Desmopressin use for reducing the need for blood transfusion for people having an operation

Review question

Could desmopressin (a medicine that can be used to prevent bleeding) reduce the need for blood transfusion when people have surgery?

Background

Blood loss is common during major surgery. Blood transfusions can replace blood that has been lost. Risks associated with blood transfusion include reactions against the blood, and – particularly in low- and middle-income countries – infection.

Desmopressin is a medicine commonly known as DDAVP (an abbreviation of its chemical name: 1-deamino-8-D-arginine vasopressin). It is used for people born with problems that put them at risk of bleeding, and may help people who do not have bleeding disorders. DDAVP may have side effects; for instance, it might increase risk of heart attack or stroke, or cause low blood pressure when it is given.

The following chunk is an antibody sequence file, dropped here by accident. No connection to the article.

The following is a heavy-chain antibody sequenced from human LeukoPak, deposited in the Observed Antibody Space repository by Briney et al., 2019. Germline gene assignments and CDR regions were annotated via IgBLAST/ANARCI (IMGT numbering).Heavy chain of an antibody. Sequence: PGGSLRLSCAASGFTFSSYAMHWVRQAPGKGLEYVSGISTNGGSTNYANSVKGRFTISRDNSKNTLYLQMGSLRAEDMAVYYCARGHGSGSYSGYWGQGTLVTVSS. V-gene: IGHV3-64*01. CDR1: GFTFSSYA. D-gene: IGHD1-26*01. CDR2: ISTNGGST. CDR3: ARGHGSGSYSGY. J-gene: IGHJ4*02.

Study characteristics

We investigated whether giving DDAVP reduced the need for blood transfusion in people having surgery.

We searched the medical literature to 3 April 2017. We identified 65 relevant trials with 3874 participants (adults and children). All trials assessed the effects of giving DDAVP before, during, or immediately after surgery or more minor procedures like biopsies. Most trials focused on adult heart surgery, or bone and joint surgery. Fewer trials focused on heart surgery for children, plastic surgery, surgery on blood vessels, or liver surgery. The trials were conducted between 1986 and 2016. Eleven were funded by pharmaceutical companies or by a party with a commercial interest in the trial’s outcome.